The girl wonders what infallible means.
“But what if we wash the leaves, ma?”
“The damage is done, love. The coca will die before sunset. Everything around it is screwed just as bad, you’ll see. That’s how it is with those bastards the government sends. They come and destroy everything, just like that.”
“Let’s find a toucan, then.”
The girl’s grandfather recently told her that drinking water out of any container from which a toucan had sipped would bring good luck, and she’d gotten into the habit of trying to cheer her mother whenever she saw her get angry over things that should have made her sad.
“Listen to you.”
“I’m being serious, ma. Haven’t you seen toucans around here? If they live in these trees, then I’m sure they come down here to drink from the river. We can drink some of this water here and I know it’ll fix everything. Or at least make things a little better. What do you say?”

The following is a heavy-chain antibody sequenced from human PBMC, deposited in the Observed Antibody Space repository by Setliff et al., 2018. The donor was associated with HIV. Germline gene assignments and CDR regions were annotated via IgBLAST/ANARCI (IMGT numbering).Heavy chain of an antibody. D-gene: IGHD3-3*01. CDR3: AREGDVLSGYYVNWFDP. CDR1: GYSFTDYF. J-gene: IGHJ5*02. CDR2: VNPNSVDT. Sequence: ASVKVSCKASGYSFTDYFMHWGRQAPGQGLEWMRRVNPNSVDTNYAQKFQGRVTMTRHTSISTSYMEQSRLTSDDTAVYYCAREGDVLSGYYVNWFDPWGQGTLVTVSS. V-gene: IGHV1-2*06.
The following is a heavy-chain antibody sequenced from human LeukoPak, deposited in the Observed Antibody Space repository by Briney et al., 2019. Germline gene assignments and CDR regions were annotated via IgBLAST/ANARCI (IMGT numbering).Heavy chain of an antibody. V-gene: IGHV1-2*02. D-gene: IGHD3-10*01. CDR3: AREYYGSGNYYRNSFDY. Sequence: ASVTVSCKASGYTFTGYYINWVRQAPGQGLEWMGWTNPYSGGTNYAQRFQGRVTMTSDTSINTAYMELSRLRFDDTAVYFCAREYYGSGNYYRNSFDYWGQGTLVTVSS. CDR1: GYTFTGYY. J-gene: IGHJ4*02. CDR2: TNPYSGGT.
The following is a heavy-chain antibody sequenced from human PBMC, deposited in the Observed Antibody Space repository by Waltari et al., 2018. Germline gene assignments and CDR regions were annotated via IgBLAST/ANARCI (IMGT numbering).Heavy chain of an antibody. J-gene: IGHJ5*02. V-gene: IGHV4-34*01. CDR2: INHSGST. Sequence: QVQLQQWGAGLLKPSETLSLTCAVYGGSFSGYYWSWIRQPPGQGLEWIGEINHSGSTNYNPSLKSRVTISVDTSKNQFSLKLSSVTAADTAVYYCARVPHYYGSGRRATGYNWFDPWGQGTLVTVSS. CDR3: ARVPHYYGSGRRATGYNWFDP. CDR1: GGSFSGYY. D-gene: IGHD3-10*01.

“Don’t even think about drinking that water right now. They might be spraying upstream, where all those crops are. Anyway, I haven’t seen a toucan around here for a long time.”
“Do the planes scare them off?”
The mother doesn’t answer. Instead, she tells her daughter to go look for hummingbirds. She has taught her that seeing them in flight can improve your fate.
Upstream, the tanager splashes himself uneasily in a shallow pool formed by the river. Perhaps he feels lighter after washing off the resin caked on his feathers and the bitter smell of the poison that covered him. Downstream, the girl walks along the rocks, scouring the trees until she gets tired of finding nothing but mosquitos, butterflies, and wasps. When the din of a helicopter she knows means war finally fades into the distance, she hears so much chirping that she’s certain one of those birds must be the kind that tells of good things to come.
”That’s how it is with those bastards the government sends. They come and destroy everything, just like that.”